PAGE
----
When I first started, my life in the sex industry gave me independence. When I was just 18 years old I could afford to buy myself a car, clothes and shoes, and travel around New Zealand. I was brought up in a family where I was not important so I was not used to having things or asking people for things, 'cause I had to learn to do things for myself growing up. The money I made from the streets was like a dream come true 'cause I never had money like that in my life. But I didn’t know how to budget and I became addicted to money. Making $500 a night by midnight was just so motivating.

Street outreach by the Drug Arm team. Photo courtesy of Freedom from Sexual Exploitation.

Working as a street worker is not easy though. A lot of girls who work in prostitution on the streets were not educated about how important it is to use protection. So many don’t use condoms at all. I have a friend who started when she was 13 and now she has AIDS. She is now 29 and has given it to her son. I know many women in prostitution who have been raped and beaten. The only reason I could handle the street was because I was brought up in a violent home which prepared me for the violence on the street. You have to be street smart, street wise and be able to defend and protect yourself. I could read body language and I could assess a potential client. You fight to earn respect so you can work in peace and don't get robbed by other girls or get kicked off the street by other street workers or their people, or even gangs. I was a fighter so I could protect and defend myself on the street and had gang affiliations which helped me when I needed to be protected. I was respected on the street where I worked.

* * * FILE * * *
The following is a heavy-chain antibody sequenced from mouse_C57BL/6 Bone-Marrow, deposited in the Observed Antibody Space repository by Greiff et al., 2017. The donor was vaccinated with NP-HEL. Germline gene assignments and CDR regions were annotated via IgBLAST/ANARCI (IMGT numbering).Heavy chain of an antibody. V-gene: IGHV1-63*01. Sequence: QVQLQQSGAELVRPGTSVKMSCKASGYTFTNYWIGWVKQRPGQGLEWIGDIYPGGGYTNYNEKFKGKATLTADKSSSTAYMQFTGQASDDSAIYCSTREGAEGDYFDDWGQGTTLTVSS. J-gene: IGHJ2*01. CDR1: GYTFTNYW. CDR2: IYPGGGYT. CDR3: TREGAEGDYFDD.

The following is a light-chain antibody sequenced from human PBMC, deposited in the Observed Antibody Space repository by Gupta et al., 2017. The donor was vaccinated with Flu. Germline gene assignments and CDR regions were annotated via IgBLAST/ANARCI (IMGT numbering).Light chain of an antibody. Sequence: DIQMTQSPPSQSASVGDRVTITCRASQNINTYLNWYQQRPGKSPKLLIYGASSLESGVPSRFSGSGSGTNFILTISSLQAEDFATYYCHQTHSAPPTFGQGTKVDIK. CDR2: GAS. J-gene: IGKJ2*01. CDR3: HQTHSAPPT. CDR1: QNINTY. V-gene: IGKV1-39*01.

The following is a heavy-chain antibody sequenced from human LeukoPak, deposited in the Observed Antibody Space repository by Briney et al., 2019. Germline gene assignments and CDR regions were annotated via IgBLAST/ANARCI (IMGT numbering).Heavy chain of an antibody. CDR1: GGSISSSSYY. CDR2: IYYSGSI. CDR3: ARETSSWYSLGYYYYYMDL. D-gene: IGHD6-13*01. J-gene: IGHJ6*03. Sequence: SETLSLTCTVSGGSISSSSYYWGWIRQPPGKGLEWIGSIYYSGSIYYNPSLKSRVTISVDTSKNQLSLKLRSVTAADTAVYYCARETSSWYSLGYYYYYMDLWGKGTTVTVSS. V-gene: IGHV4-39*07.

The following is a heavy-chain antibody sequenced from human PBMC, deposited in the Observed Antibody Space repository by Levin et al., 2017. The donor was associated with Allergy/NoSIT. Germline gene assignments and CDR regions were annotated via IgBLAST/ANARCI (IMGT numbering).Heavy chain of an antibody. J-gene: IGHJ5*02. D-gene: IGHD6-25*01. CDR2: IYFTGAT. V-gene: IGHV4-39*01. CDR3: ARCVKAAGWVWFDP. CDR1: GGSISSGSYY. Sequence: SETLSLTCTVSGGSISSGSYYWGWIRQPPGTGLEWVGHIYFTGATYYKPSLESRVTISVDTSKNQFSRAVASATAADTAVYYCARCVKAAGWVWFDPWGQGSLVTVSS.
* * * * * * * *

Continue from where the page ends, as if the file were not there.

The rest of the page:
I hated clients. The buyers are dogs, 90% of men are players. When I first started I had no respect for them. I thought they were idiots for buying sex, and some of them would try to steal the money back after sex. So I would just rob them 'cause I hated them and I knew I was worth more than any money they would give me.

I started in the sex industry when I was 18, when prostitution became legal, and remained in it for seven years. As I got older, I got fatter and my self-esteem got lower. Money was not that great anymore 'cause I couldn’t stand there as much knowing that I didn't look the same as when I first started on the streets. I didn’t realise how fast time was slipping by. When I look back I know I've wasted seven years of my life. I can only see negatives.

So many girls out there prostituting don't believe in themselves or in trying to do something different. Some are just brought up around it so they don't know anything else—it's just normal to them. With prostitution legal, I feel like it's easier to enter into prostitution and more difficult to exit. I think that underage prostitution has increased, and I saw more families prostituting together. For example, a mum and three daughters prostituting; aunties and cousins as well. And parents, uncles, brothers, cousins, boyfriends and mates would act as minders.

To help stop sex trafficking and prostitution, you need to get rid of the buyers and be able to get to the reason why girls are prostituting.